3 basic categories of institutions in research and development (R&D) of biotechnology include universities, small biotechnology R&D venture capital financed firms, and transnational corporations in the US and other more developed countries (MDCs). Almost 24 transnationals, which predominantly manufacture pharmaceuticals and petrochemicals, lead the biotechnology industry by contracting research arrangements with universities or venture capital financed firms or by establishing their own R&D, manufacturing, and marketing activities in biotechnology. On the other hand, in less developed countries (LDCs), the private sector plays no role or a relatively small role in biotechnology. National level government programs are developing biotechnology capabilities in some LDCs, however. In MDCs, the move towards privatization of biotechnology, especially with the ability to patent technologies, restricts the free flow of research information, thereby inhibiting the diversity and pace of technological innovation, widening the technological gap between MDCs and LDCs, and thus maintaining LDCs' dependence on MDCs. The leading role of transnational corporations in biotechnology R&D causes skewed research priorities that the corporations determine based on their own global strategies. These research priorities are determined by potential profit, and not by the needs of the LDCs. Even though products of biotechnology have the capability to improve the lives of many in the world, they displace more traditional products of LDCs. For example, sugar will soon be displaced by immobilized enzyme technology produced high fructose, therefore affecting the economies and poor of sugar exporting nations. LDCs must act now so as not to fall behind in the biotechnology revolution, such as establishing their relevance at the grass roots level.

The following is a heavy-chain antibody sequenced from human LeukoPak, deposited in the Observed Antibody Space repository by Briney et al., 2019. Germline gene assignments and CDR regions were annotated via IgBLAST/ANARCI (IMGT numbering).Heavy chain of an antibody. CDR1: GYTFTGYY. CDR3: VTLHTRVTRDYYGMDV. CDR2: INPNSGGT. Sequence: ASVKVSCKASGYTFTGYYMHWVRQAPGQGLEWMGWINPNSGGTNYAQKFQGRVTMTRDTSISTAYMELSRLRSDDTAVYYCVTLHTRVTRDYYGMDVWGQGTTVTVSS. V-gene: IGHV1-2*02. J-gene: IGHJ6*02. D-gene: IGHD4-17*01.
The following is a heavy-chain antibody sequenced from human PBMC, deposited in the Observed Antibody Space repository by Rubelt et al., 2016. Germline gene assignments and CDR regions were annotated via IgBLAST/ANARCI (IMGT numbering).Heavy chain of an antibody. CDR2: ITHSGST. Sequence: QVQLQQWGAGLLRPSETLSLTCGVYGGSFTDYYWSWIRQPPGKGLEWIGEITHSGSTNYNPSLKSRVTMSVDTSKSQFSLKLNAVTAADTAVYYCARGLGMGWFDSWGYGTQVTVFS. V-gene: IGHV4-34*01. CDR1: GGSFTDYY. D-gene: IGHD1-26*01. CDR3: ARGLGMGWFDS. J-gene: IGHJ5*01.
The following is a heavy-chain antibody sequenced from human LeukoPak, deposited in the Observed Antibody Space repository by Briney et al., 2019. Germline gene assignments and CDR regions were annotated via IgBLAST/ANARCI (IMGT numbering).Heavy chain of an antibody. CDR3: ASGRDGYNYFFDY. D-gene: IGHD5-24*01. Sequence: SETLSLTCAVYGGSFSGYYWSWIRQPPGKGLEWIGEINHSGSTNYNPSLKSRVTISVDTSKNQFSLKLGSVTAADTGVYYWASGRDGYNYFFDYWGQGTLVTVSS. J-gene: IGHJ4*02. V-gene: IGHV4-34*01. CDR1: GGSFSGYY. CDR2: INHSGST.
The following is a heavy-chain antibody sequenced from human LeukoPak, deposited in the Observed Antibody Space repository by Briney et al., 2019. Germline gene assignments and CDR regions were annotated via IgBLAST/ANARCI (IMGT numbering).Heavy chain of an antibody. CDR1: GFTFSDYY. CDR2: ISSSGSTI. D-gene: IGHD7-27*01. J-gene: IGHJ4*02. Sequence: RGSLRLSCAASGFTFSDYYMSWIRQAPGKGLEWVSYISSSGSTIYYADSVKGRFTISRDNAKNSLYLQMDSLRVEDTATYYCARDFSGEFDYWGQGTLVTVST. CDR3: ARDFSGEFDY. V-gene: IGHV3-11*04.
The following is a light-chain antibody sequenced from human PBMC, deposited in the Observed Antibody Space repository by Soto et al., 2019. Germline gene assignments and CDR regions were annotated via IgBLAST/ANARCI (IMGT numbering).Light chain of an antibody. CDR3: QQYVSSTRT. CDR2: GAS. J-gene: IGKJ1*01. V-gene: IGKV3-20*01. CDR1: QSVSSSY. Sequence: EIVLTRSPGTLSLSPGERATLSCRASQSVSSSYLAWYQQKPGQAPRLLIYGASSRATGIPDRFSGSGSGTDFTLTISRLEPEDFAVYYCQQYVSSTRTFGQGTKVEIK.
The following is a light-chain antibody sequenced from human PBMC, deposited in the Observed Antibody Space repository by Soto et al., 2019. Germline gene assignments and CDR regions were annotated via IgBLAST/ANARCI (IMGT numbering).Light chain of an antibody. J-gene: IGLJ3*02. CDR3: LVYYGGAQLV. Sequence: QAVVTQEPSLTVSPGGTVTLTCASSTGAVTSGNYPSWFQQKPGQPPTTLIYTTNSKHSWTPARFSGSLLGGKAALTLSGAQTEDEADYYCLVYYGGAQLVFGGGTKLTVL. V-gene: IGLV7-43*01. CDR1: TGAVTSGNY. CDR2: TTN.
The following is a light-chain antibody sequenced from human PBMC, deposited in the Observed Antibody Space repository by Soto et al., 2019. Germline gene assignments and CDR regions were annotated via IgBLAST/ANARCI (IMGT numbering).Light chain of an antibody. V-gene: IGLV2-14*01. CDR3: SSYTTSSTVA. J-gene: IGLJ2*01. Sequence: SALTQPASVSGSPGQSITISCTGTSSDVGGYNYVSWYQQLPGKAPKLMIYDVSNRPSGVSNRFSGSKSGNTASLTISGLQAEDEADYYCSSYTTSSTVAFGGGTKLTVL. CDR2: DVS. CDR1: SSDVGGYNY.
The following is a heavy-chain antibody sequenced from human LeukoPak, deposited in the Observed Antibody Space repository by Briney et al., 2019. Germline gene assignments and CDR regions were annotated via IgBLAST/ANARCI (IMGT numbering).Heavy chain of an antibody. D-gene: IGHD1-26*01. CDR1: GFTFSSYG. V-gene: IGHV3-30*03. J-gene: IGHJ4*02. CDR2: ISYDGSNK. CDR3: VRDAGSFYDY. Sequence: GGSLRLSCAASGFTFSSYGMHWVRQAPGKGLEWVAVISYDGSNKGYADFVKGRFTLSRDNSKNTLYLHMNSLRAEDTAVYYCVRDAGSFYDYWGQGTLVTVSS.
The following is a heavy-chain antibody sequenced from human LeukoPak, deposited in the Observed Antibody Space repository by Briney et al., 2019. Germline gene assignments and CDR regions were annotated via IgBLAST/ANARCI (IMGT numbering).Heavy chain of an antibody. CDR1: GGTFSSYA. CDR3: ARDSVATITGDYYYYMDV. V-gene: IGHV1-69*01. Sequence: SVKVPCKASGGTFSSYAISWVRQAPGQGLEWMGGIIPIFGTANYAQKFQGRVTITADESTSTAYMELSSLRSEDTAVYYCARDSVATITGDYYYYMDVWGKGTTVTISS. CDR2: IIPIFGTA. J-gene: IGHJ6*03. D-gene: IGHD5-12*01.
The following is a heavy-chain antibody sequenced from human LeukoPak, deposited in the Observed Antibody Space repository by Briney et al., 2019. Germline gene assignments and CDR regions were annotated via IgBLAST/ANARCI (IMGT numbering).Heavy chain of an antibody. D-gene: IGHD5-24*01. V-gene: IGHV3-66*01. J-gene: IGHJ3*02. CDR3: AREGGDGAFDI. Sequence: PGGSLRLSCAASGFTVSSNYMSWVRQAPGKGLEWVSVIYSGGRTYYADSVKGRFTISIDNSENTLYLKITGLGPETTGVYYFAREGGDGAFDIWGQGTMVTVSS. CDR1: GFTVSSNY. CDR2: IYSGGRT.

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  4. 4

    Role of the pharmaceutical industry of the developing countries in research on fertility regulation.

    Anand N; Kamboj VP

    In: Diczfalusy E, Diczfalusy A, ed. Research on the regulation of human fertility: needs of developing countries and priorities for the future, Vol. 2. Background documents. Copenhagen, Denmark, Scriptor, 1983. 975-86.